Jun 29, 2011 at 8:52 pm #1276103
Went out hiking a couple weekends ago and we got flooded by a flash flood of sorts. I took all the video I had and made a movie. If you want to see how NOT to cross a river there's a pretty hairy scene somewhere in the middle of the movie. Friend almost goes down the river and drowns. We should have known better but under estimated the water. Bad idea. We've rethought a few things after that trip. Thought it might be a funny video for people to see. I do wish we actually had video of us crossing the 5 different river sections successfully though…haha.Jun 30, 2011 at 6:34 am #1754623
David ChenaultBPL Member
@davecLocale: Crown of the Continent
I'm glad you, and especially your friend, are ok. I can only imagine you've realize how close he came to dying when he got sucked under that strainer.
I also applaud you for being honest enough to put that online. You're going to deservedly get a lot of s$%@, but too many people sweep mistakes like that under the rug, which I don't think is productive (either for them or others).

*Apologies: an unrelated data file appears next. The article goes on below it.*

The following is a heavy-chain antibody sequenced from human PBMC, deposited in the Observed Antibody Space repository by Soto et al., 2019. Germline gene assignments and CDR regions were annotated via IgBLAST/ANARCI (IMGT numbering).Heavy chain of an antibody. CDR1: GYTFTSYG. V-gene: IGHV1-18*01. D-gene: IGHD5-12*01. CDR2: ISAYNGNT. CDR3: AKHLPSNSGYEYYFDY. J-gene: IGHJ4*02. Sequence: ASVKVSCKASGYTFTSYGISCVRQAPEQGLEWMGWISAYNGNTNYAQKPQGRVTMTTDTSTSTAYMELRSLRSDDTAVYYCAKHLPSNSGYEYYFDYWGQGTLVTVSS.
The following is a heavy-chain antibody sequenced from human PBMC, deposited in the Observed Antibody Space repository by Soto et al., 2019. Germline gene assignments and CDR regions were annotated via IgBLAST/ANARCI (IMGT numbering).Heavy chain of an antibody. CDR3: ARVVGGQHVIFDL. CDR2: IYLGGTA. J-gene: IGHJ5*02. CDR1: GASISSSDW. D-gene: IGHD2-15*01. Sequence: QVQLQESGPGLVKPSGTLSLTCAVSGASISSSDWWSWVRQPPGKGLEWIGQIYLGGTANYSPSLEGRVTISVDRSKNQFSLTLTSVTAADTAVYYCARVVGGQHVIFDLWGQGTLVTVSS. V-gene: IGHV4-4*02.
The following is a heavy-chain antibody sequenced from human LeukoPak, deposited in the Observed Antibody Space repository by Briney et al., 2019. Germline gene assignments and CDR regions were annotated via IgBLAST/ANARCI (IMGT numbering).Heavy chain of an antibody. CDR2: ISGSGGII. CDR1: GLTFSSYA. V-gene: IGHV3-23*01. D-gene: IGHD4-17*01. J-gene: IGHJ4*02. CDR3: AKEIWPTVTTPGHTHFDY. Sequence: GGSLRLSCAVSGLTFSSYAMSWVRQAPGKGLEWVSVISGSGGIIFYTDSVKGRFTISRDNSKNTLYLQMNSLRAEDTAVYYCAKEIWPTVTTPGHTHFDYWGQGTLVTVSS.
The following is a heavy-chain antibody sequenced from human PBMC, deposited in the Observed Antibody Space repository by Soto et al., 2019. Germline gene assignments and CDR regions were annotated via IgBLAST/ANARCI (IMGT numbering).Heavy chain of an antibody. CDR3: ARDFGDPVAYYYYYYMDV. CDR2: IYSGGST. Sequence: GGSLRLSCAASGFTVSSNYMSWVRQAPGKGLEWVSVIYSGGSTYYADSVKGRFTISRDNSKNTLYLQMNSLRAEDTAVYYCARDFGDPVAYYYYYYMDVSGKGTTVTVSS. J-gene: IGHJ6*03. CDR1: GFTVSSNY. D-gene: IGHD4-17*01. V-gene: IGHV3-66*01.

It'd be too easy to harp on the obvious (crossing barefoot is really, really stupid), and the heart of the matter is whether your group ought to have stayed put instead of hiking out. I would hope that your SOs/emergency contacts would have been calm enough when they called the rangers to've not come running to get you. It's impossible to know without looking at a topo map of your route, but it seems likely that by the next afternoon the crossings might have gone down enough to be safe.
There are creativity points to be given on felling the trees, but in the modern age and so close to such a well-worn trail that action should be discussed in light of the impact it'll leave for others. There's also the issue of, knowing the terrain and weather forecast, if ya'll should have found another hike to do. But not knowing more about either, I'll leave it there.
Thanks again for posting this, obviously a highly relevant topic for this community.Jun 30, 2011 at 7:19 am #1754631
Eugene SmithBPL Member
@eugeneiusLocale: Nuevo Mexico
That was pure rubbish, but you already knew that. Hopefully you rethought more than a few things. It's pretty clear from the video you guys have all the gear and look the part, but your actions on-screen were amateurish at best.